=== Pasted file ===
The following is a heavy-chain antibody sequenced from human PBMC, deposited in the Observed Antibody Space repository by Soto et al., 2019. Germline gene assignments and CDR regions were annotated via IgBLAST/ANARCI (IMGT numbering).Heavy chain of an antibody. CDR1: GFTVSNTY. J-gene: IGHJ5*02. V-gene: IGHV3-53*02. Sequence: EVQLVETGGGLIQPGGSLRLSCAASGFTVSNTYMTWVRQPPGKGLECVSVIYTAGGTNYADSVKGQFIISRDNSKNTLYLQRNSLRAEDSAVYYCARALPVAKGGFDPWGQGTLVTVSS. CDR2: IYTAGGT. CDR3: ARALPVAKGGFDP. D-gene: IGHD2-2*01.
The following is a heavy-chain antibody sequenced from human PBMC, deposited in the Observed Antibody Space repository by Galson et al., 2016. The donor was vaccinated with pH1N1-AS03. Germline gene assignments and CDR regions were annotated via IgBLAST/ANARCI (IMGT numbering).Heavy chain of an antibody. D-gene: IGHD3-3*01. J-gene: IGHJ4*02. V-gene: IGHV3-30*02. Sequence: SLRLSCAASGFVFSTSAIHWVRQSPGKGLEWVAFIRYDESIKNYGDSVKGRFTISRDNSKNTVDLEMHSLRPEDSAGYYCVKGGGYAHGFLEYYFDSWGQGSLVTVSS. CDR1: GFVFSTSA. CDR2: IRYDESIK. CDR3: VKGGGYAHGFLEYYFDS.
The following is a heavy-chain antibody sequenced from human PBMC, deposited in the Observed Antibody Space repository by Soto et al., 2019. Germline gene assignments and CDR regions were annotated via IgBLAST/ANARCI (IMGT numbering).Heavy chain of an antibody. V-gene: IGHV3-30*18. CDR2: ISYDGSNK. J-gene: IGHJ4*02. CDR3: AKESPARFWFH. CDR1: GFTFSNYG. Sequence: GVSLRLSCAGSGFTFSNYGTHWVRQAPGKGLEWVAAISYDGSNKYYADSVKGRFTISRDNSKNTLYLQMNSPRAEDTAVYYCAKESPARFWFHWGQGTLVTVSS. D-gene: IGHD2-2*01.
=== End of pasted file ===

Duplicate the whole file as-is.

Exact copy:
The following is a heavy-chain antibody sequenced from human PBMC, deposited in the Observed Antibody Space repository by Soto et al., 2019. Germline gene assignments and CDR regions were annotated via IgBLAST/ANARCI (IMGT numbering).Heavy chain of an antibody. CDR1: GFTVSNTY. J-gene: IGHJ5*02. V-gene: IGHV3-53*02. Sequence: EVQLVETGGGLIQPGGSLRLSCAASGFTVSNTYMTWVRQPPGKGLECVSVIYTAGGTNYADSVKGQFIISRDNSKNTLYLQRNSLRAEDSAVYYCARALPVAKGGFDPWGQGTLVTVSS. CDR2: IYTAGGT. CDR3: ARALPVAKGGFDP. D-gene: IGHD2-2*01.
The following is a heavy-chain antibody sequenced from human PBMC, deposited in the Observed Antibody Space repository by Galson et al., 2016. The donor was vaccinated with pH1N1-AS03. Germline gene assignments and CDR regions were annotated via IgBLAST/ANARCI (IMGT numbering).Heavy chain of an antibody. D-gene: IGHD3-3*01. J-gene: IGHJ4*02. V-gene: IGHV3-30*02. Sequence: SLRLSCAASGFVFSTSAIHWVRQSPGKGLEWVAFIRYDESIKNYGDSVKGRFTISRDNSKNTVDLEMHSLRPEDSAGYYCVKGGGYAHGFLEYYFDSWGQGSLVTVSS. CDR1: GFVFSTSA. CDR2: IRYDESIK. CDR3: VKGGGYAHGFLEYYFDS.
The following is a heavy-chain antibody sequenced from human PBMC, deposited in the Observed Antibody Space repository by Soto et al., 2019. Germline gene assignments and CDR regions were annotated via IgBLAST/ANARCI (IMGT numbering).Heavy chain of an antibody. V-gene: IGHV3-30*18. CDR2: ISYDGSNK. J-gene: IGHJ4*02. CDR3: AKESPARFWFH. CDR1: GFTFSNYG. Sequence: GVSLRLSCAGSGFTFSNYGTHWVRQAPGKGLEWVAAISYDGSNKYYADSVKGRFTISRDNSKNTLYLQMNSPRAEDTAVYYCAKESPARFWFHWGQGTLVTVSS. D-gene: IGHD2-2*01.